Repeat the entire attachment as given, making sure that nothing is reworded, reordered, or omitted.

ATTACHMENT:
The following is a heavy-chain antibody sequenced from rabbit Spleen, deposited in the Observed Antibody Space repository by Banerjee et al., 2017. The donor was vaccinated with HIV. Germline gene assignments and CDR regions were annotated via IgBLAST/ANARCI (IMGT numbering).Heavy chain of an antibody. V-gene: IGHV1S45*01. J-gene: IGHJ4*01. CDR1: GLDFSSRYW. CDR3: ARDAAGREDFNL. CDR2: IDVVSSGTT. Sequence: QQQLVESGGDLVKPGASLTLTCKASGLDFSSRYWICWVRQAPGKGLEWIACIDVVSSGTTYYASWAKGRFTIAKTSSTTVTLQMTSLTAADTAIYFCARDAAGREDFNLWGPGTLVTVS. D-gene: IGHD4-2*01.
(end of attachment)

The following is a heavy-chain antibody sequenced from rabbit Spleen, deposited in the Observed Antibody Space repository by Banerjee et al., 2017. The donor was vaccinated with HIV. Germline gene assignments and CDR regions were annotated via IgBLAST/ANARCI (IMGT numbering).Heavy chain of an antibody. V-gene: IGHV1S45*01. J-gene: IGHJ4*01. CDR1: GLDFSSRYW. CDR3: ARDAAGREDFNL. CDR2: IDVVSSGTT. Sequence: QQQLVESGGDLVKPGASLTLTCKASGLDFSSRYWICWVRQAPGKGLEWIACIDVVSSGTTYYASWAKGRFTIAKTSSTTVTLQMTSLTAADTAIYFCARDAAGREDFNLWGPGTLVTVS. D-gene: IGHD4-2*01.